day new witnesses were produced of crimes which never happened, and
new victims were offered up to appease the wrath of a prejudiced
people. Among these victims of popular frenzy was the Earl of
Stafford, a venerable and venerated nobleman of sixty-nine years of
age, against whom sufficient evidence was not found to convict him;
and whose only crime was in being at the head of the Catholic party.
Yet he was found guilty by the House of Peers, fifty-five out of
eighty-six having voted for his execution. He died on the scaffold,
but with the greatest serenity, forgiving his persecutors, and
compassionating their delusions. A future generation, during the reign
of George IV., however, reversed his attainder, and did justice to his
memory, and restored his descendants to their rank and fortune.

[Sidenote: Persecution of Dissenters.]

If no other illustrious victims suffered, persecution was nevertheless
directed into other channels. Parliament passed an act that no person
should sit in either House, unless he had previously taken the oath of
allegiance and supremacy, and subscribed to the declaration that the
worship of the Church of Rome was idolatrous. Catholics were disabled
from prosecuting a suit in any court of law, from receiving any
legacy, and from acting as executors or administrators of estates.
This horrid bill, which outlawed the whole Catholic population, had
repeatedly miscarried, but, under influence of the panic which Oates
and his confederates created, was now triumphantly passed. Charles
himself gave his royal assent because he was afraid to stem the
torrent of popular infatuation. And the English nation permitted one
hundred and thirty years to elapse before the civil disabilities of
the Catholics were removed, and then only by the most strenuous
exertions of such a statesman as Sir Robert Peel.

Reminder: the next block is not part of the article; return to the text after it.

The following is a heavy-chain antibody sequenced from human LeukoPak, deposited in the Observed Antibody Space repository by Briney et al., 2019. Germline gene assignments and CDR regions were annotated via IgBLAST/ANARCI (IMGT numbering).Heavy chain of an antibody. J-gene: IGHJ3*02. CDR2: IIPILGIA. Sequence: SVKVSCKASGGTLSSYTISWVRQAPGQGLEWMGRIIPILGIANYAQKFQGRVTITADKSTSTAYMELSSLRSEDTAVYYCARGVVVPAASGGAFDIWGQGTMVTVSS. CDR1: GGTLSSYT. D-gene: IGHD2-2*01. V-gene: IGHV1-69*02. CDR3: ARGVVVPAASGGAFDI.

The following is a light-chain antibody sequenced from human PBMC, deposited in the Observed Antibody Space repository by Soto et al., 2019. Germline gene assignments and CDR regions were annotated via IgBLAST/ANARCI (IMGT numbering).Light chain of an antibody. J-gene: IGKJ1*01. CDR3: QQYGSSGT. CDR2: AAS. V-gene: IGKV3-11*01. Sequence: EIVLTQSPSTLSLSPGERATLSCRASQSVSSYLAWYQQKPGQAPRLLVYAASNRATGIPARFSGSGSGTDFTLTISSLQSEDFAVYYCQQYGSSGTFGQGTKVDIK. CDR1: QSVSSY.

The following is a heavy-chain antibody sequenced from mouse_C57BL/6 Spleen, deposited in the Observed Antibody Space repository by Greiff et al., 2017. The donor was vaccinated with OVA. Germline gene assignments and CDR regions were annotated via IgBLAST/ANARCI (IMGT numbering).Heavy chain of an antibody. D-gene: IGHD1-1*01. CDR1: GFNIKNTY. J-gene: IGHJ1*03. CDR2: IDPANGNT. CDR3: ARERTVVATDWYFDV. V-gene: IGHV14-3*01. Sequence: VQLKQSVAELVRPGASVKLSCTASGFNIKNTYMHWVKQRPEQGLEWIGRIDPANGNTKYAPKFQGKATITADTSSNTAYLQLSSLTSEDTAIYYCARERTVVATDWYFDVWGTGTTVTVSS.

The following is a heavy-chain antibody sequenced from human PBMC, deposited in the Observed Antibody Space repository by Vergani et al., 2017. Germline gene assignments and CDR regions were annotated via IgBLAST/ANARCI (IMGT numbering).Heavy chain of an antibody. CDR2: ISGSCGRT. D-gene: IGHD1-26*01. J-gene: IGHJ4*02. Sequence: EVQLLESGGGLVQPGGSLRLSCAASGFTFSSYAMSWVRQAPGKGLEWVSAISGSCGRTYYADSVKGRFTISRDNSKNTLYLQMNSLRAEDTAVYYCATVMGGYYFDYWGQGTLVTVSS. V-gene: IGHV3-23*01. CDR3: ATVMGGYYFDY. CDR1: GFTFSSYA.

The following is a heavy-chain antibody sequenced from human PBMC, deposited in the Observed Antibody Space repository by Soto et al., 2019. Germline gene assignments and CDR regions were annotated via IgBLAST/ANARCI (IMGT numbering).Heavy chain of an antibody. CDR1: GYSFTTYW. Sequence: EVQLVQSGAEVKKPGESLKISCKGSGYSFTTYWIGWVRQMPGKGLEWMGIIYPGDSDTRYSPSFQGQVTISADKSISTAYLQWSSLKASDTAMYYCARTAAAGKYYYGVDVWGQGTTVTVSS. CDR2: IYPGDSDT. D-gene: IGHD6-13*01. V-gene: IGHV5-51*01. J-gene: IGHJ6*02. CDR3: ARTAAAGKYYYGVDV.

It is some satisfaction to know that justice at last overtook the
chief authors of this diabolical infatuation. During the reign of
James II., Oates and others were punished as they deserved. Oates's
credit gradually passed away. He was fined, imprisoned, and whipped at
the pillory until life itself had nearly fled. He died unlamented and
detested, leaving behind him, to all posterity an infamous notoriety.

But the sufferings of the Catholics, during this reign, were more than
exceeded by the sufferings of Dissenters, who were cruelly persecuted.
All the various sects of the Protestants were odious and ridiculous in
the eyes of the king. They were regarded as hostile in their
sympathies, and treasonable in their designs. They were fined,
imprisoned, mutilated, and whipped. An Act of Uniformity was passed,
which restored the old penal laws of Elizabeth, and which subjected
all to their penalty who did not use the Book of Common Prayer, and
adhere strictly to the ritual of the Church of England. The
oligarchical power of the bishops was restored, and two thousand
ministers were driven from their livings, and compelled to seek a
precarious support. Many other acts of flagrant injustice were passed
by a subservient parliament, and cruelly carried into execution by
unfeeling judges. But the religious persecution of dissenters was not
consummated until the reign of James under whose favor or direction
the inhuman Jeffreys inflicted the most atrocious crimes which have
ever been committed under the sanction of the law. But these will be
more appropriately noticed under the reign of James II. Charles was
not so cruel in his temper, or bigoted in his sentiments, as his
brother James. He was rather a Gallio than a persecutor. He would
permit any thing rather than suffer himself to be interrupted in his
pleasures. He was governed by his favorites and his women. He had not
sufficient moral elevation to be earnest in any thing, even to be a
bigot in religion. He vacillated between the infidelity of Hobbes and
the superstitions of Rome. He lived a scoffer, and died a Catholic.
His temper was easy, but so easy as not to prevent the persecution and
ruin of his best supporters, when they had become odious to the
nation. If he was incapable of enmity, he was also incapable of
friendship. If he hated no one with long-continued malignity, it was
only because it was too much trouble to hate perseveringly. But he
loved with no more constancy than he hated. He had no patriotism, and
no appreciation of moral excellence. He would rather see half of the
merchants of London ruined, and half of the Dissenters immured in
gloomy prisons, than lose two hours of inglorious dalliance with one
of his numerous concubines. A more contemptible prince never sat on
the English throne, or one whose whole reign was disgraced by a more
constant succession of political blunders and social crimes. And yet
he never fully lost his popularity, nor was his reign felt to be as
burdensome as was that of the protector, Cromwell, thus showing how
little the moral excellence of rulers is ordinarily appreciated or